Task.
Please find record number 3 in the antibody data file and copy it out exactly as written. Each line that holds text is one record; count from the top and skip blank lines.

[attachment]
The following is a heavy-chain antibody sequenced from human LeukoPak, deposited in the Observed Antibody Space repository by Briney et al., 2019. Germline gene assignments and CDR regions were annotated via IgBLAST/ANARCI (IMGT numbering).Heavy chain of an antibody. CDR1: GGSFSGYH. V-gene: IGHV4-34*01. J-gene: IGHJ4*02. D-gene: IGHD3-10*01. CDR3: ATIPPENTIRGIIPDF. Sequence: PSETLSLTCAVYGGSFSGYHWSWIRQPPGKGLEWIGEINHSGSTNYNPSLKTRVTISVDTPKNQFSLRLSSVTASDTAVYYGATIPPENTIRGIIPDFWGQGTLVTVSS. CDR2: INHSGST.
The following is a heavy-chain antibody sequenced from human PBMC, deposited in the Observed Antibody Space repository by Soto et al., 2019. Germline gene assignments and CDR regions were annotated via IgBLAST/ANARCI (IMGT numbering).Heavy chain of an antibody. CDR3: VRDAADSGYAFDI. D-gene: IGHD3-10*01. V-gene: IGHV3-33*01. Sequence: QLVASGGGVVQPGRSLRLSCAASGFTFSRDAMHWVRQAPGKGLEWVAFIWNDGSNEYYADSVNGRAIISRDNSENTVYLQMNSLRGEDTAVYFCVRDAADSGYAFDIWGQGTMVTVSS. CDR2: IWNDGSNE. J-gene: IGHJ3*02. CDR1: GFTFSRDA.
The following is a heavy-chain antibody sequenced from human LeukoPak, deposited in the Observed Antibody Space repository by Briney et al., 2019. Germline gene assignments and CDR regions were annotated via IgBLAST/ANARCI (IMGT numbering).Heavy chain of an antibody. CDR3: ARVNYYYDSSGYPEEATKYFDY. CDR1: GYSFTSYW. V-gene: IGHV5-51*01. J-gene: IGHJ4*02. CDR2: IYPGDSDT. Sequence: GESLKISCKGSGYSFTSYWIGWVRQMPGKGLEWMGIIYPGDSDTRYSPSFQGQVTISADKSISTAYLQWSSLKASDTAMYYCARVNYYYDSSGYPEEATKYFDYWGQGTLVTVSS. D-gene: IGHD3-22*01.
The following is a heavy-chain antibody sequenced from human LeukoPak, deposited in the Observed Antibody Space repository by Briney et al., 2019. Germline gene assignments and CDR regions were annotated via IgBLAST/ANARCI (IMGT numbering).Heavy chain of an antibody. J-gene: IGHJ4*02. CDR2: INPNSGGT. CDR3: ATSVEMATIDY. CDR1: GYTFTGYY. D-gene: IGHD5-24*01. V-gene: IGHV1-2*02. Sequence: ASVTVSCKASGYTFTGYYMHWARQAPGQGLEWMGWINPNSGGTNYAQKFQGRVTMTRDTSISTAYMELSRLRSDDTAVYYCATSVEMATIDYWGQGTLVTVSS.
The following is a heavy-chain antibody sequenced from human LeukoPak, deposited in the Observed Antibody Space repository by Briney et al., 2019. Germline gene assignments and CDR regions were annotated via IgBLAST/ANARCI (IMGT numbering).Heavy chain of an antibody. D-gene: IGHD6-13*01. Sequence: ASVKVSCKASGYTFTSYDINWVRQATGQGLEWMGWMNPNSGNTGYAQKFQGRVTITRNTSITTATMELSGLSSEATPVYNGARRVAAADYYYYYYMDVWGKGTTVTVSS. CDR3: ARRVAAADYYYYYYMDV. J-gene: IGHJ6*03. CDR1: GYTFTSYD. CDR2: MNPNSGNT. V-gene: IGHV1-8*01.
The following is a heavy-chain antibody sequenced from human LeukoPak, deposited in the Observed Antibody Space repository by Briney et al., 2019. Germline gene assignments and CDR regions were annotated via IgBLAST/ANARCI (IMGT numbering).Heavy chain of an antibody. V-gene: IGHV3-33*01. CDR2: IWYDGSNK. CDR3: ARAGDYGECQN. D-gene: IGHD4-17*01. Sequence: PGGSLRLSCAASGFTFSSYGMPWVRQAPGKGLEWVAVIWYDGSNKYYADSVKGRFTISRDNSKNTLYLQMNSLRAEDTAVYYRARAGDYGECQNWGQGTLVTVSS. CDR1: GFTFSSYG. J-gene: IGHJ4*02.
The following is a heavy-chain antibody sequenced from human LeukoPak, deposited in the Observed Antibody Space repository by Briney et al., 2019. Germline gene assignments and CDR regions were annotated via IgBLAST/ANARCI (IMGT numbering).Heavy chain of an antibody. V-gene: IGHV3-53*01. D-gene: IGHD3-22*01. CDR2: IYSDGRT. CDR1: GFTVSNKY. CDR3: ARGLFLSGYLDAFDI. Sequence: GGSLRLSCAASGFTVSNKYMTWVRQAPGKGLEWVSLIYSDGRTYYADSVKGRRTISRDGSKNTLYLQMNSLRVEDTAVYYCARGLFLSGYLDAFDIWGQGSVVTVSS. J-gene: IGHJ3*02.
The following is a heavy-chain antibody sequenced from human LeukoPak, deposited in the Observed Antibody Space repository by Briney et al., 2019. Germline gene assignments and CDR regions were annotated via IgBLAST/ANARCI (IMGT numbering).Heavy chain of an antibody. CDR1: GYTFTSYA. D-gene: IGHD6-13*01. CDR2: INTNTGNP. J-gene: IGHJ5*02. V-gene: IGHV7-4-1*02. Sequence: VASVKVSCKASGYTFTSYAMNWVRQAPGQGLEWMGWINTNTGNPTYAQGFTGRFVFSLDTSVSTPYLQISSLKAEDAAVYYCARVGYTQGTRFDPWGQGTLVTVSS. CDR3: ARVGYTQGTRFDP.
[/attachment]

The following is a heavy-chain antibody sequenced from human LeukoPak, deposited in the Observed Antibody Space repository by Briney et al., 2019. Germline gene assignments and CDR regions were annotated via IgBLAST/ANARCI (IMGT numbering).Heavy chain of an antibody. CDR3: ARVNYYYDSSGYPEEATKYFDY. CDR1: GYSFTSYW. V-gene: IGHV5-51*01. J-gene: IGHJ4*02. CDR2: IYPGDSDT. Sequence: GESLKISCKGSGYSFTSYWIGWVRQMPGKGLEWMGIIYPGDSDTRYSPSFQGQVTISADKSISTAYLQWSSLKASDTAMYYCARVNYYYDSSGYPEEATKYFDYWGQGTLVTVSS. D-gene: IGHD3-22*01.